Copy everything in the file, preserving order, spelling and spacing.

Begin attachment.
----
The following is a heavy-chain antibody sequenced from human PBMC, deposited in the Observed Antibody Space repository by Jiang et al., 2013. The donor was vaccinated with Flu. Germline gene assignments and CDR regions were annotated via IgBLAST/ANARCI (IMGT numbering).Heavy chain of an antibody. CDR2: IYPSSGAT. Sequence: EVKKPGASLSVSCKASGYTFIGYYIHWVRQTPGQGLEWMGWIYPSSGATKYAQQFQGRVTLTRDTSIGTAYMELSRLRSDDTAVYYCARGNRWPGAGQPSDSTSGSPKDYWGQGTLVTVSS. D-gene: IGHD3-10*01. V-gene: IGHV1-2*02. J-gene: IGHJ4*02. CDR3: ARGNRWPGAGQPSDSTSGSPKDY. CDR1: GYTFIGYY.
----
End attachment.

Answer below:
The following is a heavy-chain antibody sequenced from human PBMC, deposited in the Observed Antibody Space repository by Jiang et al., 2013. The donor was vaccinated with Flu. Germline gene assignments and CDR regions were annotated via IgBLAST/ANARCI (IMGT numbering).Heavy chain of an antibody. CDR2: IYPSSGAT. Sequence: EVKKPGASLSVSCKASGYTFIGYYIHWVRQTPGQGLEWMGWIYPSSGATKYAQQFQGRVTLTRDTSIGTAYMELSRLRSDDTAVYYCARGNRWPGAGQPSDSTSGSPKDYWGQGTLVTVSS. D-gene: IGHD3-10*01. V-gene: IGHV1-2*02. J-gene: IGHJ4*02. CDR3: ARGNRWPGAGQPSDSTSGSPKDY. CDR1: GYTFIGYY.